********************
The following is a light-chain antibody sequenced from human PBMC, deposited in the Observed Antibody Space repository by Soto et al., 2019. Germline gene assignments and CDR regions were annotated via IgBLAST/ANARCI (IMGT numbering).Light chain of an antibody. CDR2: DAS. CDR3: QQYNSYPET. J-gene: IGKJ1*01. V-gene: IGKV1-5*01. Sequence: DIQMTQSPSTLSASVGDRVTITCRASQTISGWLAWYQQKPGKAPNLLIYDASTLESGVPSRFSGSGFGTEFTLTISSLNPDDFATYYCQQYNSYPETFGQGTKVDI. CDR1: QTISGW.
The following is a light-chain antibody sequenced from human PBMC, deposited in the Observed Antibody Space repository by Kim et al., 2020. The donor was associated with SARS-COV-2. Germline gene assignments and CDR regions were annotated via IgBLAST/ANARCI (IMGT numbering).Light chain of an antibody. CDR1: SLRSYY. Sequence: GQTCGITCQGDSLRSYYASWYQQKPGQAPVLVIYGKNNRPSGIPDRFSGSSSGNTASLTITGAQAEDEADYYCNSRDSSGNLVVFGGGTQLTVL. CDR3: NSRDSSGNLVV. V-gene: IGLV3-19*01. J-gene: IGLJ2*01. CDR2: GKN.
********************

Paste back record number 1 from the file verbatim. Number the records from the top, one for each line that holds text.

The following is a light-chain antibody sequenced from human PBMC, deposited in the Observed Antibody Space repository by Soto et al., 2019. Germline gene assignments and CDR regions were annotated via IgBLAST/ANARCI (IMGT numbering).Light chain of an antibody. CDR2: DAS. CDR3: QQYNSYPET. J-gene: IGKJ1*01. V-gene: IGKV1-5*01. Sequence: DIQMTQSPSTLSASVGDRVTITCRASQTISGWLAWYQQKPGKAPNLLIYDASTLESGVPSRFSGSGFGTEFTLTISSLNPDDFATYYCQQYNSYPETFGQGTKVDI. CDR1: QTISGW.